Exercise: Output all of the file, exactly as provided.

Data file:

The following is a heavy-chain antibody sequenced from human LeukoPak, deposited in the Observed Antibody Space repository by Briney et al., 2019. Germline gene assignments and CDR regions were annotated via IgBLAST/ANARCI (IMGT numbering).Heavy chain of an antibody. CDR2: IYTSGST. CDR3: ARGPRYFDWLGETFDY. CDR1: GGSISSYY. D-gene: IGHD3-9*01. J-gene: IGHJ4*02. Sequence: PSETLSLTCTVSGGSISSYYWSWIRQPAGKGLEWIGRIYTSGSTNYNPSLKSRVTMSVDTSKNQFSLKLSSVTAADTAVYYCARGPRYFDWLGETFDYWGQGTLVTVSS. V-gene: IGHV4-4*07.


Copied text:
The following is a heavy-chain antibody sequenced from human LeukoPak, deposited in the Observed Antibody Space repository by Briney et al., 2019. Germline gene assignments and CDR regions were annotated via IgBLAST/ANARCI (IMGT numbering).Heavy chain of an antibody. CDR2: IYTSGST. CDR3: ARGPRYFDWLGETFDY. CDR1: GGSISSYY. D-gene: IGHD3-9*01. J-gene: IGHJ4*02. Sequence: PSETLSLTCTVSGGSISSYYWSWIRQPAGKGLEWIGRIYTSGSTNYNPSLKSRVTMSVDTSKNQFSLKLSSVTAADTAVYYCARGPRYFDWLGETFDYWGQGTLVTVSS. V-gene: IGHV4-4*07.